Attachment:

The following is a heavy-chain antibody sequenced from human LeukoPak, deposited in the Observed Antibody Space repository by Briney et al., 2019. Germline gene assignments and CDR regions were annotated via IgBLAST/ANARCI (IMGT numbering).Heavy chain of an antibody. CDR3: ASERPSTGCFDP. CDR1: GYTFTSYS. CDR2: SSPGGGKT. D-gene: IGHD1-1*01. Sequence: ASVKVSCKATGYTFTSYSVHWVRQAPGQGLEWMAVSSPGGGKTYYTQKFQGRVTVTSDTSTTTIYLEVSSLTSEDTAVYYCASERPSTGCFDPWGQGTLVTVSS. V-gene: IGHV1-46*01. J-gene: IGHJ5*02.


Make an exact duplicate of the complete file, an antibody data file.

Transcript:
The following is a heavy-chain antibody sequenced from human LeukoPak, deposited in the Observed Antibody Space repository by Briney et al., 2019. Germline gene assignments and CDR regions were annotated via IgBLAST/ANARCI (IMGT numbering).Heavy chain of an antibody. CDR3: ASERPSTGCFDP. CDR1: GYTFTSYS. CDR2: SSPGGGKT. D-gene: IGHD1-1*01. Sequence: ASVKVSCKATGYTFTSYSVHWVRQAPGQGLEWMAVSSPGGGKTYYTQKFQGRVTVTSDTSTTTIYLEVSSLTSEDTAVYYCASERPSTGCFDPWGQGTLVTVSS. V-gene: IGHV1-46*01. J-gene: IGHJ5*02.